quote by Enver Hoxha

Even if we have to go without bread, we Albanians do not violate principles. We do not betray Marxism - Leninism.

— Enver Hoxha

Empowering Albanian quotations

Unlimited enmity of the Albanian people against Serbia is the foremost real result of the Albanian policies of the Serbian government. The second and more dangerous result is the strengthening of two big powers in Albania, which have the greatest interests in the Balkans.

When the spring comes, we will manure the plains of Kosova with the bones of Serbs, for we Albanians have suffered too much to forget.

They are Nietzsche's over-men, these primitive Albanians - something between kings and tigers.

How to say quotes in Albanian?

If we didn't have the Albanian entrepreneurial spirit and financial support from the diaspora, this stupid political class would have destroyed the country by now.

They are strewn with the wreckage of dead Empires - past Powers - only the Albanian "goes on for ever."

…Spread your love everywhere you go.

I am Albanian by birth. Now I am a citizen of India. I am also a Catholic nun. In my work, I belong to the whole world. But in my heart, I belong to Christ.

Albanians are a nation of freedom fighters who know something about living under oppression.

[My mother tongue is] Albanian. But, I am equally fluent in Bengali (language of Calcutta) and English.

Fuehrer, we are on the march! Victorious Italian troops crossed the Greco-Albanian frontier at dawn today!

The most important thing is that Milosevic agreed to sit at the negotiating table with the Kosovo Albanians

There's a condensed softness about the Albanian people, and I've witnessed examples of their hospitality.

I support the recommendations made by the International Crisis Group.

The primary responsibility is for Kosovo Albanians to demonstrate that their treatment of minorities is adequate.

Traditional Albanian society was based on a clan system and was further divided into brotherhoods and bajraks. The bajrak system identified a local leader, called a bajrakar, who could be counted on to provide a certain number of men for military duty.

I don't know nothing about communism.

But I know the Albanians loved me. Same reason as anyone else loves me. Because I made them laugh.

The boat was vacuum-packed with Albanians, four generations to a family: great-grandmother, air-dried like a chilli pepper, deep red skin and a hot temper; grandmother, all sun-dried tomato, tough, chewy, skin split with the heat; getting the kids to rub olive oil into her arms; mother, moist as a purple fig, open everywhere - blouse, skirt, mouth, eyes, a wide-open woman, lips licking the salt spray flying from the open boat. Then there were the kids, aged four and six, a couple of squirs, zesty as lemons.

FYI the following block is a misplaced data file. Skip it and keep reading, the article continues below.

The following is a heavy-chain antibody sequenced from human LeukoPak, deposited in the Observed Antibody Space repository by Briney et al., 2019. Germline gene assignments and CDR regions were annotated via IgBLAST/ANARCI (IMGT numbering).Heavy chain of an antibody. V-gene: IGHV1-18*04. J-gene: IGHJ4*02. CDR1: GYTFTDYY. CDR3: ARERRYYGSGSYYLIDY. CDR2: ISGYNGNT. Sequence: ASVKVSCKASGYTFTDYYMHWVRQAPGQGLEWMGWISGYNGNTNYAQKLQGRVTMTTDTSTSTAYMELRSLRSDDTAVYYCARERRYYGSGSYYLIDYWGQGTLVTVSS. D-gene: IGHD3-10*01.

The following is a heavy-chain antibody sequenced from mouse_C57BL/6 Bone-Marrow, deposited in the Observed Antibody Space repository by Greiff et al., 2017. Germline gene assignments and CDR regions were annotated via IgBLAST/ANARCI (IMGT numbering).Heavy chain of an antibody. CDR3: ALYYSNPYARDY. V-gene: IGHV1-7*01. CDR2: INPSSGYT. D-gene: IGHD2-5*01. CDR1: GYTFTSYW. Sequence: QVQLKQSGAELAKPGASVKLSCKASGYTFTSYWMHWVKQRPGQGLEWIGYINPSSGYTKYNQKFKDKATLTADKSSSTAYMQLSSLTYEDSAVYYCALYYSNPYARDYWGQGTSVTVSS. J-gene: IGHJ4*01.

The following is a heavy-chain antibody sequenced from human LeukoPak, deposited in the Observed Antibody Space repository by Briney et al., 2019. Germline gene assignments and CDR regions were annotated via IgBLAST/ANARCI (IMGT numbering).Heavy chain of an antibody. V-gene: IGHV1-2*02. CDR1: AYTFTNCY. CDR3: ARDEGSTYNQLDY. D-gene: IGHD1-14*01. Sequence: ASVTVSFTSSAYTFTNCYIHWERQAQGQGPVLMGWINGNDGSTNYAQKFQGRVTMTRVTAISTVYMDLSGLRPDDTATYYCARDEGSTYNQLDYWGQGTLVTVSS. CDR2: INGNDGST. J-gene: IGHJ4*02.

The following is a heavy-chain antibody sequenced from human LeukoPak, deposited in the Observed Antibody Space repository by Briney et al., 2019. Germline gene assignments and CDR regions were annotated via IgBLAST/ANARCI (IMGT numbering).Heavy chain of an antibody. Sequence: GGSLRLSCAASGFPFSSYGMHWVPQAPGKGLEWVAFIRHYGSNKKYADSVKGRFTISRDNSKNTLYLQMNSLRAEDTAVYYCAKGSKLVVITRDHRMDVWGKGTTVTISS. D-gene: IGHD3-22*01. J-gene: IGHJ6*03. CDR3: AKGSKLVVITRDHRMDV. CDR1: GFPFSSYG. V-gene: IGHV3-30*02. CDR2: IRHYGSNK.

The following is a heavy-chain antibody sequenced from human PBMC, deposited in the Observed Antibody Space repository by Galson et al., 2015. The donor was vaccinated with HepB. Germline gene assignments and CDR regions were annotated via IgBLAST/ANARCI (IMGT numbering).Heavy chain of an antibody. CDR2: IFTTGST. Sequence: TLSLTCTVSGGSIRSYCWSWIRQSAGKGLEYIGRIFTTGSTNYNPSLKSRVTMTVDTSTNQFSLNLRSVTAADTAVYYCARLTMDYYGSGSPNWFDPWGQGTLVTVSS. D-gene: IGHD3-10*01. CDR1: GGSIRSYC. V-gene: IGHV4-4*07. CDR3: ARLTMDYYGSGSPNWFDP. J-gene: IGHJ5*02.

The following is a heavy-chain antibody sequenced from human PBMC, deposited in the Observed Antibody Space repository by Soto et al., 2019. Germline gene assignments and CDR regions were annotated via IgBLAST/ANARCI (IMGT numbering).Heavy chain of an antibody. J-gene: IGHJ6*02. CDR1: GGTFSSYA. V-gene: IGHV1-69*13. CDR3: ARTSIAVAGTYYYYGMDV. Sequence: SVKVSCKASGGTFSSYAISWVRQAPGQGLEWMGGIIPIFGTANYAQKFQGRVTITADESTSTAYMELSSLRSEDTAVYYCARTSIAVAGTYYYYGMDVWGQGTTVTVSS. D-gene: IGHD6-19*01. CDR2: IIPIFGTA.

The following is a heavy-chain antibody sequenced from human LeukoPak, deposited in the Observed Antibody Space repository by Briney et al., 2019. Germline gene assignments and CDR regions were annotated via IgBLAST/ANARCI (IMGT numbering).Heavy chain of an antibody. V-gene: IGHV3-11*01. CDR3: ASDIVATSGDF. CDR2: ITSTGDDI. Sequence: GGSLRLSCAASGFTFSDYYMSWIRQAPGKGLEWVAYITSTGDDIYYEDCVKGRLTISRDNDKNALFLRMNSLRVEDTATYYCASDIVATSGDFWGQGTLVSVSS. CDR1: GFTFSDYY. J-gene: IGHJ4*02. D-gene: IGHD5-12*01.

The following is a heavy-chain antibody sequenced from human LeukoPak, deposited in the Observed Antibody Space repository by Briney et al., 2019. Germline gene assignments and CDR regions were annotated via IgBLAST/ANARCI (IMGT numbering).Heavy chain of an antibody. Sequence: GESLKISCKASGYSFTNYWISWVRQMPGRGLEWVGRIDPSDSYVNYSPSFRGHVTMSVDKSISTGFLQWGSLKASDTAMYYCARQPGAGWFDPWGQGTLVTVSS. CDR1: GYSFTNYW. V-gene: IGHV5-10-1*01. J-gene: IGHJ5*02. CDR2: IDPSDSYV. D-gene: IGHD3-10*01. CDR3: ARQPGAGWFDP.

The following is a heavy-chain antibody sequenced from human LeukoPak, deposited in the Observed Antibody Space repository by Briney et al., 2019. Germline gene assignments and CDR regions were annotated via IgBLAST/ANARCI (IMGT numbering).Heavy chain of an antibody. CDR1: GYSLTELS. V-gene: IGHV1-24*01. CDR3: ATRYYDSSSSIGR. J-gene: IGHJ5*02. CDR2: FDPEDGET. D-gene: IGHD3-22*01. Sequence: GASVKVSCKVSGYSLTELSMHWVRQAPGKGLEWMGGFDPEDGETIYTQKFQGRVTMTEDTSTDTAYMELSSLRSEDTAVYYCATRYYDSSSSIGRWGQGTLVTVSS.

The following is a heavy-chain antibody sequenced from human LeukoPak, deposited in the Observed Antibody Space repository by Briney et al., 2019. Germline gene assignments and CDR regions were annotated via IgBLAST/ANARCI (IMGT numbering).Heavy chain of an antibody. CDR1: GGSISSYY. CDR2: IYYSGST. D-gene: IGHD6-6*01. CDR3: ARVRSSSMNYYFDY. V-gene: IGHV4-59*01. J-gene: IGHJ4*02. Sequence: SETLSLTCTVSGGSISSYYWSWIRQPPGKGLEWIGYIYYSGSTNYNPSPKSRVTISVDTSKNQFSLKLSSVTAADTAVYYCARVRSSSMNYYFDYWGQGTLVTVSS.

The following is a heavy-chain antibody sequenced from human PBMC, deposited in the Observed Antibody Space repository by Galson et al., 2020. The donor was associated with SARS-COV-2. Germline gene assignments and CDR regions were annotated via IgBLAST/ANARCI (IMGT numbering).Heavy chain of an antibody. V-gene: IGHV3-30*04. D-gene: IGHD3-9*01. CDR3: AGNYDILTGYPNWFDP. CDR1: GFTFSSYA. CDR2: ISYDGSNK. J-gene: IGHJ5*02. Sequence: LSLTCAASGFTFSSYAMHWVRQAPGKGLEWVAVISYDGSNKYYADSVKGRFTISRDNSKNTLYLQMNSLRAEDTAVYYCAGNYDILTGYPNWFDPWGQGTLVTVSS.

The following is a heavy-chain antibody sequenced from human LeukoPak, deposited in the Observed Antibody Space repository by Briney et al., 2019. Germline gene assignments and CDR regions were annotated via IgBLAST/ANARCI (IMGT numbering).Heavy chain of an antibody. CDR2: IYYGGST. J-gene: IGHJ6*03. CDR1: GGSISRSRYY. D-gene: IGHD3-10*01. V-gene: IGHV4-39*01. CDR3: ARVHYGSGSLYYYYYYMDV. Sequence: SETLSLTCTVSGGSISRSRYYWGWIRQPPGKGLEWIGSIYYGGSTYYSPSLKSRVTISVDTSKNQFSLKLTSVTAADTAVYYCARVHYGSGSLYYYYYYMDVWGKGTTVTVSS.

The film [Payback: Debt and the Shadow Side of Wealth] opens with an Albanian blood feud and goes on to delve into, for instance, prison systems, underpaid tomato pickers, the gulf oil spill. It's all woven together in a sensuous, oblique way that's not the same as the single-message kind of documentary we're used to, with an "answer" at the end. It's more like an exploration. Sort of like what you do with Birth of a Nation.

I know that there's this one Albanian myth that's always reflected on, and I think it reflects on the actual core culture. That myth is called The Besa. B-E-S-A. The Besa is a word that Albanians use to mean avow, but it's such a strong promise, that even past death, one cannot break that promise. It is unfathomable. So if you give someone your besa, life or death, heaven or hell, you have to fulfill that besa.

English was my fourth language. I arrived, I enrolled in public school, as a child, I believe I was about six years old when we finally landed in Michigan. And I was initially put in special education because I couldn't quite wrap my mind around the English language because I was listening to Hungarian and Albanian and German. My mind broke down like I couldn't quite wrap my mind around the fourth language.

It is now necessary to face the truth and to acknowledge against all prejudices that the struggle that the Albanian tribe is leading today is a natural and unavoidable historic struggle for a different political life than that experienced under Turkish rule - different also from that which its neighbours Serbia, Greece and Montenegro would like to force upon the Albanians.

An Albanian’s house is the dwelling of God and the guest.

’ Of God and the guest, you see. So before it is the house of its master, it is the house of one’s guest. The guest, in an Albanian’s life, represents the supreme ethical category, more important than blood relations. One may pardon the man who spills the blood of one’s father or of one’s son, but never the blood of a guest.

Churches and mosques you shall not heed / The religion of Albanians is Albanism